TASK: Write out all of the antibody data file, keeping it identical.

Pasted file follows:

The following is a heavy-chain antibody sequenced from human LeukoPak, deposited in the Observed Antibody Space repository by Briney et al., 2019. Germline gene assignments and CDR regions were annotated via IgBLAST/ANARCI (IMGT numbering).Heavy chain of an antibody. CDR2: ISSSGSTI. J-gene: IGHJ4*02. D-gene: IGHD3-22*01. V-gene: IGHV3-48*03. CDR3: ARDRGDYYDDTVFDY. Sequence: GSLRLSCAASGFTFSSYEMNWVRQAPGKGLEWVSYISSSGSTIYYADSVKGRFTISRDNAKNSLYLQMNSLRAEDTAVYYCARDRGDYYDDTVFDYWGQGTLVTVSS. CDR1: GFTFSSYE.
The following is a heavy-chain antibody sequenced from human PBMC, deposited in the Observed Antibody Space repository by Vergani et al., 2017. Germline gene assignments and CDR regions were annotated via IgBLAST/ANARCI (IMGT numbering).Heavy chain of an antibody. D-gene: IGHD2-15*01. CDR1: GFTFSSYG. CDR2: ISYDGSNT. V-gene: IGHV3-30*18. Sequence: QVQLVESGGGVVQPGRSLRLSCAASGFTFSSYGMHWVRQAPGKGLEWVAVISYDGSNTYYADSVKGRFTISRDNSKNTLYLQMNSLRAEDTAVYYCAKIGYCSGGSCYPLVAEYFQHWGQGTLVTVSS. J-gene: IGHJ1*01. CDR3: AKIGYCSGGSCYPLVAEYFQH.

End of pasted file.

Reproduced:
The following is a heavy-chain antibody sequenced from human LeukoPak, deposited in the Observed Antibody Space repository by Briney et al., 2019. Germline gene assignments and CDR regions were annotated via IgBLAST/ANARCI (IMGT numbering).Heavy chain of an antibody. CDR2: ISSSGSTI. J-gene: IGHJ4*02. D-gene: IGHD3-22*01. V-gene: IGHV3-48*03. CDR3: ARDRGDYYDDTVFDY. Sequence: GSLRLSCAASGFTFSSYEMNWVRQAPGKGLEWVSYISSSGSTIYYADSVKGRFTISRDNAKNSLYLQMNSLRAEDTAVYYCARDRGDYYDDTVFDYWGQGTLVTVSS. CDR1: GFTFSSYE.
The following is a heavy-chain antibody sequenced from human PBMC, deposited in the Observed Antibody Space repository by Vergani et al., 2017. Germline gene assignments and CDR regions were annotated via IgBLAST/ANARCI (IMGT numbering).Heavy chain of an antibody. D-gene: IGHD2-15*01. CDR1: GFTFSSYG. CDR2: ISYDGSNT. V-gene: IGHV3-30*18. Sequence: QVQLVESGGGVVQPGRSLRLSCAASGFTFSSYGMHWVRQAPGKGLEWVAVISYDGSNTYYADSVKGRFTISRDNSKNTLYLQMNSLRAEDTAVYYCAKIGYCSGGSCYPLVAEYFQHWGQGTLVTVSS. J-gene: IGHJ1*01. CDR3: AKIGYCSGGSCYPLVAEYFQH.